- Thought disorder – the person may jump from one subject to another for no logical reason. The speaker may be hard to follow or erratic.
- Disordered thinking and speech –moving from one topic to another, in a nonsensical fashion. Individuals may also make up their own words or sounds, rhyme in a way that doesn’t make sense or repeats words and ideas.
- Disorganized behavior –this can range from having problems with routine behaviors like hygiene or choosing appropriate clothing for the weather, to unprovoked outbursts, too impulsive and uninhibited actions. A person may also have movements that seem anxious, agitated, tense or constant without any apparent reason.
The symptoms are classified into four categories
- Positive symptoms – also known as psychotic symptoms. For example, delusions and hallucinations.
- Negative symptoms – these refer to elements that are taken away from the individual. For example, the absence of facial expressions or lack of motivation.
- Cognitive symptoms – these affect the person’s thought processes. They may be positive or negative symptoms, for example, poor concentration is a negative symptom.
- Emotional symptoms – these are usually negative symptoms, such as blunted emotions.
Other symptoms may include
- Lack of motivation (avolition) – the patient loses their drive. Everyday actions, such as washing and cooking, are neglected.
- Poor expression of emotions – responses to happy or sad occasions may be lacking, or inappropriate.
- Social withdrawal – when a patient with schizophrenia withdraws socially, it is often because they believe somebody is going to harm them.
- Unawareness of illness – as the hallucinations and delusions seem so real for patients, many of them may not believe they are ill. They may refuse to take medication for fear of side effects, or for fear that the medication may be poison, for example.
- Cognitive difficulties – the patient’s ability to concentrate, recall things, plan ahead, and to organize their life are affected. Communication becomes more difficult.
Negative symptoms are capabilities that are “lost” from the person’s personality.
- Social withdrawal
- Extreme apathy (lack of interest or enthusiasm)
- Lack of drive or initiative
- Emotional flatness
Diagnosis of Schizophrenia
Determining a diagnosis of schizophrenia may include
- Physical exam – This may be done to help rule out other problems that could be causing symptoms and to check for any related complications.
- Tests and screenings – These may include tests that help rule out conditions with similar symptoms, and screening for alcohol and drugs. The doctor may also request imaging studies, such as an MRI or CT scan.
- Psychiatric evaluation – A doctor or mental health professional checks mental status by observing appearance and demeanor and asking about thoughts, moods, delusions, hallucinations, substance use, and potential for violence or suicide. This also includes a discussion of family and personal history.
- Diagnostic criteria for schizophrenia – A doctor or mental health professional may use the criteria in the Diagnostic and Statistical Manual of Mental Disorders (DSM-5), published by the American Psychiatric Association.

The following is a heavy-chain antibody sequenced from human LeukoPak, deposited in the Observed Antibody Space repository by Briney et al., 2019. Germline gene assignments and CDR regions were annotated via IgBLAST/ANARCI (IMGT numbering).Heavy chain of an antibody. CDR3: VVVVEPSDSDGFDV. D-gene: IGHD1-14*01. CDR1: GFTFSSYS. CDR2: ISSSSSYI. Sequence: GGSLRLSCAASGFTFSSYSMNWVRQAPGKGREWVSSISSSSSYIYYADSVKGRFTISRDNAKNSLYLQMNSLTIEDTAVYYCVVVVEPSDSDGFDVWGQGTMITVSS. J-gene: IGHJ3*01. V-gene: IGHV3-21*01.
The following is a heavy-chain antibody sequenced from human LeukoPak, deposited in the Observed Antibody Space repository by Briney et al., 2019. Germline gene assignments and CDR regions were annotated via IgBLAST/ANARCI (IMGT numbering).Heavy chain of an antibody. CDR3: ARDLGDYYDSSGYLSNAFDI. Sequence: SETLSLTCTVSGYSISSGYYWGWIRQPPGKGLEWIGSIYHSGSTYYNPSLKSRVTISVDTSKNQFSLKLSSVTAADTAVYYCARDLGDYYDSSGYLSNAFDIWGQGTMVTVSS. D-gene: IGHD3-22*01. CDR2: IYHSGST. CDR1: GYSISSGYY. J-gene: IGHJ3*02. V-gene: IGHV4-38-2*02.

Treatment of Schizophrenia
The most common schizophrenia medications are
- Risperidone (Risperdal) – less sedating than other atypical antipsychotics. Weight gain and diabetes are possible side effects, but are less likely to happen, compared with Clozapine or Olanzapine.
- Olanzapine (Zyprexa) – may also improve negative symptoms. However, the risks of serious weight gain and the development of diabetes are significant.
- Quetiapine (Seroquel) – the risk of weight gain and diabetes, however, the risk is lower than Clozapine or Olanzapine.
- Ziprasidone – the risk of weight gain and diabetes is lower than other atypical antipsychotics. However, it might contribute to cardiac arrhythmia.
- Clozapine (Clozaril) – effective for patients who have been resistant to treatment. It is known to lower suicidal behaviors in patients with schizophrenia. The risk of weight gain and diabetes is significant.
- Haloperidol – an antipsychotic used to treat schizophrenia. It has a long-lasting effect (weeks).
- Schizophrenia requires long-term treatment. Most people with schizophrenia need to continue treatment even when they’re feeling better to prevent new episodes and stay symptom-free. Treatment can change over time, though, so your doctor may be able to lower the dosage or change medication as your symptoms improve.
- Therapy – can help you improve coping and life skills, manage stress, address relationship issues, and improve communication. Group therapy can also connect you to others who are in a similar situation and gain valuable insight into how they’ve overcome challenges.
The 7 keys to self-help
Seek social support – Not only are friends and family vital to helping you get the right treatment and keeping your symptoms under control, regularly connecting with others face-to-face is the most effective way to calm your nervous system and relieve stress. Stay involved with others by continuing your work or education-or if that’s not possible, consider volunteering, joining a schizophrenia support group, or taking a class or joining a club to spend time with people who have common interests. As well as keeping you socially connected, it can help you feel good about yourself.